Minnesota Prairie Roots

Writing and photography by Audrey Kletscher Helbling

Inside the colorful Los 3 Reyes Bakery in Faribault October 6, 2009

Filed under: Uncategorized — Audrey Kletscher Helbling @ 9:50 AM
Los 3 Reyes Bakery, at the center of a controversy over paint color in historic downtown Faribault.

Los 3 Reyes Bakery, at the center of a controversy over paint color in historic downtown Faribault.

Stacks of pastries and bright colors greet customers inside the bakery.

Stacks of pastries and bright colors greet customers inside the bakery.

“DO THEY HAVE DOUGHNUTS?” Randy asks me.

I pause, think. “I didn’t see any,” I tell my husband after visiting Los 3 Reyes Bakery in Faribault. The business is at the center of a dispute over exterior paint color and I have come to photograph the vivid green building. (See my blog, “A controversy over color in downtown Faribault,” posted Sept. 30 on Minnesota Prairie Roots.)

This is not your typical Minnesota bakery, and if there are doughnuts, I missed them.

But I observe an abundance of other treats to tempt my sweet tooth inside this bright, cheery ethnic bakery with the checkered floor. Rows of huge conchas line baking sheets. I don’t know Spanish, so I ask Javier, who is manning the business, to write down the word for me. “Shell,” he says. I look again at the pastries and see that they resemble shells.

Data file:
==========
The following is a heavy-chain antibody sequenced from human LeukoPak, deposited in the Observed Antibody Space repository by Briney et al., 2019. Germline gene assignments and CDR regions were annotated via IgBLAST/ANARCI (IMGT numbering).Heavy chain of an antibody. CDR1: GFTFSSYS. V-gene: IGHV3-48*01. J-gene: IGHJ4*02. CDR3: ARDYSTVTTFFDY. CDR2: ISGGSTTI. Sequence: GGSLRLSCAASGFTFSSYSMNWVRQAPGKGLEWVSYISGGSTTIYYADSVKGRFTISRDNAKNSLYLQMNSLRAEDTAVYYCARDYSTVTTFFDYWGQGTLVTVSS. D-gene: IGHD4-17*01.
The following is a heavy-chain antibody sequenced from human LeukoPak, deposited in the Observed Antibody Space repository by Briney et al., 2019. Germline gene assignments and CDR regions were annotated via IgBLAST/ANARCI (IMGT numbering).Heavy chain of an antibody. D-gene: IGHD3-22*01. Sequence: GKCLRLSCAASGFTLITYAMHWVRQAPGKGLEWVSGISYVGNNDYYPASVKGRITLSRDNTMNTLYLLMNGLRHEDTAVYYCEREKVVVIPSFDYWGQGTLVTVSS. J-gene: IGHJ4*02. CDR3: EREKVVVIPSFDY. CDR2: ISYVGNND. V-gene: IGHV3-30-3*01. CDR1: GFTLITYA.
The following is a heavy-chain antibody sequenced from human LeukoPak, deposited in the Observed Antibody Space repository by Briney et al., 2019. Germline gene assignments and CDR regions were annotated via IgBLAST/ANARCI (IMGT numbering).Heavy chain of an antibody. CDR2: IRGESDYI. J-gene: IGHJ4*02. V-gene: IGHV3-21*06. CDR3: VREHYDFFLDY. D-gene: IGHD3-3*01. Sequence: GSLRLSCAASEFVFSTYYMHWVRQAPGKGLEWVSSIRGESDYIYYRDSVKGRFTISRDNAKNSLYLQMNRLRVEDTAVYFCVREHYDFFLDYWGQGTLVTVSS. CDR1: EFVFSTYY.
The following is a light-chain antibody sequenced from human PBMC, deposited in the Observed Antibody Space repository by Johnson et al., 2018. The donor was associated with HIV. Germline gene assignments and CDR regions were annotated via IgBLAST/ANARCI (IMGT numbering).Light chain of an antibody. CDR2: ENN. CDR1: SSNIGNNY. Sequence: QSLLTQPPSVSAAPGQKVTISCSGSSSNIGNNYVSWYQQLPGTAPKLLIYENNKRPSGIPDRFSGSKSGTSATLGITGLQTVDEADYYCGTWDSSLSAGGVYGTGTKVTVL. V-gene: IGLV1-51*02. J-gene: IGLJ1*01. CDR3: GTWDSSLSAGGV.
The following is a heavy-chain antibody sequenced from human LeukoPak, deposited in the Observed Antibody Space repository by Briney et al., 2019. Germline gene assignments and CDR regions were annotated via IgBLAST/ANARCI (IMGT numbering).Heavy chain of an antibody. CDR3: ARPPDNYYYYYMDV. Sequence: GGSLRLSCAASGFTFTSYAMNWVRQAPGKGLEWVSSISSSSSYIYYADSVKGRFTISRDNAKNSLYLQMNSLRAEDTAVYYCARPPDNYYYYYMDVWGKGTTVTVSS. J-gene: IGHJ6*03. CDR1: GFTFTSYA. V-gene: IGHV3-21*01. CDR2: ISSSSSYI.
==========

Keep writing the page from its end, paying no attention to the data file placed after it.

I point to another pastry. He writes down besos. Later I use Google translate to learn that the word means kisses.

Next, I photograph gallinas, which translates to hens.

Javier smiles all the while I am photographing. He offers to remove a sign from the glass that protects racks of pasteles, tempting cakes topped with strawberry glaze or carefully arranged rings of kiwi and strawberries and peaches. These are works of art, almost too pretty to eat, I think.

I tell Javier that I want him to leave everything just as it is, to change nothing. We talk some about the issue of color and he says the bakery is getting support to keep the bright green exterior despite the objections of some. I tell him I like the color too.

The longer I am inside this bakery, the more I believe the hue, a green color popular in Mexican culture, fits this place.

This bakery speaks to happiness. Above me colorful piñatas dangle from the ceiling and sit atop display cases. The pastries and cakes, so foreign to my Minnesota bakery standards of doughnuts, long johns and bismarcks, simply draw me in with their ethnic allure. The entire bakery exudes warmth and smells absolutely delicious.

And then there is the bakery name—Los 3 Reyes Bakery. I turn to my daughter, Miranda, who is majoring in Spanish in college and who lived in Argentina for six months, for help. Los Tres Reyes Bakery, she tells me, likely refers to the Three Kings bearing gifts for children on January 6. This is part of Latin American culture, similar to Santa delivering gifts on Christmas.

I have learned so much already about differences in culture simply by walking through the doors of the bright green Los 3 Reyes Bakery at 409 Central Avenue in historic downtown Faribault.

Selecting treats at Mariano Perez' bakery.

Selecting treats at Mariano Perez' bakery.

Rows of conchas.

Rows of conchas.

Colorful pinatas are also sold at Los 3 Reyes Bakery.

Colorful pinatas are also sold at Los 3 Reyes Bakery.

Gallinas, another delectable offering.

Gallinas, another delectable offering.

Colorful pasteles on display.

Tempting pasteles on display.

(The Faribault City Council’s Joint Committee meets at 7:15 tonight in the public meeting room of city hall to discuss several issues, including “Regulation of downtown building colors,” according to agenda information posted on the city website.)

© Copyright 2009 Audrey Kletscher Helbling